# Jeromy Anglim's Blog: Psychology and Statistics

## Wednesday, October 7, 2009

### Efficient Variable Selection in R

This post sets out my procedure for efficiently and reliably selecting variables from a data.frame in R
THE PROBLEM
For years I have been tormented by the hassle of selecting variables in a data.frame. I often work with psychological datasets with hundred or even thousands of variables. Many analyses in psychology will operate on a hundred or more variables (e.g., factor analysis; analysis of large numbers of survey items, and so on). The task of selecting the variables for analysis is a tedious component of data analysis. I have experimented with a number of systems over the years, but finally I have something that I am fairly happy with.

MY CURRENT SOLUTION
I maintain metadata in a spreadsheet file. There is a separate worksheet for each data frame in R. I also maintain metadata worksheets for several other structures common in psychology including: psychological tests; output; value labels. I will discuss my system for managing metadata more in a future post. For now I want to focus on the task of variable selection.

Step 1) Copy cells of variable names from the metadata spreadsheet (I use Excel, but any spreadsheet is fine)
Step 2) Run the function below V() - this will transform the clipboard contents into a format suitable for inclusion in R (i.e., c("variable1", "variable2", ..., "varaibleK") ).
Step 3) Paste the transformed clipboard into R

This is the function:

V <- function(addC = TRUE) {
# Typical application:
# Step 1: paste a column of variable names from a meta database;
# Step 2: Run this function in R: V()
# Step 3: Press control + V: Paste vector of clipboard
characterVector <- scan("clipboard", what = "character")

# Format string ready for inclusion in c(...).
formattedString <-    paste(characterVector , collapse="\", \"")
formattedString <- paste("\"", formattedString, "\"", sep="")
if (addC) formattedString <- paste("c(", formattedString , ")", sep = "")
writeLines(formattedString, con = "clipboard-128", sep = " ")
}


A SIMPLE CASE STUDY
A simple scenario is examining the means for 10 extraversion items of the IPIP in a data frame called personality. Before I can run these analyses, I need to be able to select the variables in the data frame that correspond to these 10 items. Below I apply the general strategy above to this specific case.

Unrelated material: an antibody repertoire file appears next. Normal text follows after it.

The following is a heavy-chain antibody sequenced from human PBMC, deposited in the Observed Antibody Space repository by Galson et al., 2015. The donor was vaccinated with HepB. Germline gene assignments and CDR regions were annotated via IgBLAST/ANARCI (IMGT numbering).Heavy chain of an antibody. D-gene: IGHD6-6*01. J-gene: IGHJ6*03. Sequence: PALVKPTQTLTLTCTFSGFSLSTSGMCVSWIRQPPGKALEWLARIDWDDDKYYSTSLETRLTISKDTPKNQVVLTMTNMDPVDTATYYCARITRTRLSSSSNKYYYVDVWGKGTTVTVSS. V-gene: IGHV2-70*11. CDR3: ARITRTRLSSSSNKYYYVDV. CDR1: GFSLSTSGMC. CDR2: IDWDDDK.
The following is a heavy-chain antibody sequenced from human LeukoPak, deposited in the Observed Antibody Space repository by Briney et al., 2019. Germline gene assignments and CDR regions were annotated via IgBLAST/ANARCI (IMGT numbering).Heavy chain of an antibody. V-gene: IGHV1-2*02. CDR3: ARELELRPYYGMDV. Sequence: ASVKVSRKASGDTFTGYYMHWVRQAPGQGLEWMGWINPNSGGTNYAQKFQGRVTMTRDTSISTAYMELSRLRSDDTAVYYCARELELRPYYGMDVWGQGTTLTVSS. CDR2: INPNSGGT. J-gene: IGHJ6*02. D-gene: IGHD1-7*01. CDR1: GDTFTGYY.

Step 1) Copy cells of variable names from Excel
The following is a table from an Excel worksheet with my meta data for the IPIP. Notice that it has item number, item text, scale, whether the item should be reversed and the name of the variable in my data.frame. It is set up as a a table so that I can quickly and reliably sort and filter the table.

My goal is to extract only the extraversion items. So, I select from the header called scale, the term "extraversion".

I then turn off the filter and paste the variables into a space in the worksheet and then select and copy the variable names again (this ensures that they are a consecutive set of cells).

Step 2 & 3)
I then run the code shown below. The code assumes that the V function above has been defined.
I then paste the variable names and assign them to an identifier. The identifier is then used in the subsequent analysis to select the 10 variables of interest. In this case I present the means for the 10 IPIP extraversion items.

# Run the V() function.
V()

# Paste the clipboard and give vector a name (e.g., variableNames).
variableNames <- c("ipip1", "ipip6", "ipip11", "ipip16",
"ipip21", "ipip26", "ipip31", "ipip36", "ipip41", "ipip46")

# Run Analysis.
round(cbind(sapply(personality[variableNames], mean)), 2)
#        [,1]
# ipip1  2.84
# ipip6  2.38
# ipip11 3.91
# ipip16 2.74
# ipip21 3.65
# ipip26 2.08
# ipip31 3.23
# ipip36 3.06
# ipip41 3.25
# ipip46 3.21